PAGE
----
Since I’d made my son a stuffed animal before Christmas (Stuffed Taggie Animals), I decided I should make a little something for my daughter too. I had purchased some fabric for bumper pads for her room. My mother-in-law graciously made the bumper pads and then she also surprised us with a gorgeous quilt for Christmas, using some of the same fabric. I decided to use the leftovers of those fabrics to make a stuffed sensory elephant.
I free-handed my design on cardboard and cut out the shapes I’d need.
I then cut my fabric pieces using these stencils.
The first step was to sew the ears. I pinned them wrong sides together (which was pretty easy since this fabric didn’t really have a “good” side), stitch along the rounded part, leaving the straight edge open.
Here comes the “sensory” part of this project. I stuffed this ears with “crinkly” (don’t think that’s a real word) material. I’d Googled this before-hand (because it’s important to do your research on these things! hehe), and it seems the most common material is good old celophane. I experimented with various types of celophane from different packaging we had around the house (reuse, recycle!), and I found one that was the noisiest when between the fabric.
Next, I stuffed the ears with the celophane. Enough to be crinkly but not so much that the ears were bulky. Then came type to sew the ears onto the body pieces. I pinned the ears along the straight edges between the head and body piece for each side of the elephant, right sides in. Then it was a simple stitch along the straight edge. I didn’t bother backstitching since the edges were going to be sewn to the other side. Repeat for the other side.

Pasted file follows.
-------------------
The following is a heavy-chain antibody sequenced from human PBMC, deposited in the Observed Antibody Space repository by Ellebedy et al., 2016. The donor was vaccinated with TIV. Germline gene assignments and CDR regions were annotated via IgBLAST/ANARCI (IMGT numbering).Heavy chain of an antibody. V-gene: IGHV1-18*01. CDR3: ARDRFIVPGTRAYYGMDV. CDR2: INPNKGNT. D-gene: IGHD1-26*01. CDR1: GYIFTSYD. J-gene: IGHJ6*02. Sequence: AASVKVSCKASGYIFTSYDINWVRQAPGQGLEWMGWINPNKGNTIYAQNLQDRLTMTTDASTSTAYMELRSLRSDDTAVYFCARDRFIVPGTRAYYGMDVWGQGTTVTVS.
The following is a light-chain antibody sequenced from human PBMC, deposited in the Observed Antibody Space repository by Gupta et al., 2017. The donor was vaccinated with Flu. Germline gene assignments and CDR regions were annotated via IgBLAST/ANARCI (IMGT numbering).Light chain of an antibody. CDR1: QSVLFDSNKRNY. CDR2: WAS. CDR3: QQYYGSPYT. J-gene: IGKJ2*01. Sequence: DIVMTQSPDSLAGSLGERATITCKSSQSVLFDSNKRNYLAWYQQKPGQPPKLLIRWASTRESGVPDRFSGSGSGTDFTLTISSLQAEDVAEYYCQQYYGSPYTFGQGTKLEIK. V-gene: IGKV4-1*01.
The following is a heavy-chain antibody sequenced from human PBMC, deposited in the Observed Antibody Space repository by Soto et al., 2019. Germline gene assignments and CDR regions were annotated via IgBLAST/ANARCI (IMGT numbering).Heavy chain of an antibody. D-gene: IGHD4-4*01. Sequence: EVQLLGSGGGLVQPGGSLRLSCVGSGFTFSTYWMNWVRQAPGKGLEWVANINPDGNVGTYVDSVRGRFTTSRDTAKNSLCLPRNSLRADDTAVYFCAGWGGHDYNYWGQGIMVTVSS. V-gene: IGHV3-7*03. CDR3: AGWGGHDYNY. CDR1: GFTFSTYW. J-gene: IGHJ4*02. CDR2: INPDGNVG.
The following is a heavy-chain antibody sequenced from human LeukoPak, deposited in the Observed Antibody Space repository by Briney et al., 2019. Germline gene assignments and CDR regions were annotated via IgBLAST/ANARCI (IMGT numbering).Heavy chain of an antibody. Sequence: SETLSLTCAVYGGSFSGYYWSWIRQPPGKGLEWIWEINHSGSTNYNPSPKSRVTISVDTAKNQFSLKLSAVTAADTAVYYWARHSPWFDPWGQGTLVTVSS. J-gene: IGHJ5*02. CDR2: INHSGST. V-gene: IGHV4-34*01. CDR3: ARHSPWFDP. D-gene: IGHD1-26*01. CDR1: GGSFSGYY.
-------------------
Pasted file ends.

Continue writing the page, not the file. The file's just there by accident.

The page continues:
Here’s what it looks like once the ears are sewn on:
Next, I pinned the two sides, wrong sides together (so ears IN!). I added a tail using small binding by pinning it in place, long side in. I also decided at the last minute to add a loop of binding at the top for grabbing and for plastic rings (to hang off the car seat). Again, pin the loop between the pieces, loop IN the body. Then I stitched around, leaving an opening approximately 2 inches wide at the back to turn inside out and stuff. Note that the seam allowance here is very small, maybe 1/8-1/4 of an inch, so some of the turns were tricky, I just had to go slowly and breathe!
Here’s what it looks like once turned right side out:
Time to stuff! Use LOTS of stuffing – elephants are BIG! 🙂 I used polyester, hypoallergenic and washable batting. I used the eraser end of a pencil to get the batting all the way into the trunk. Then I hand-stitched the opening – I’m slowly getting better at that part.
Here’s the final product!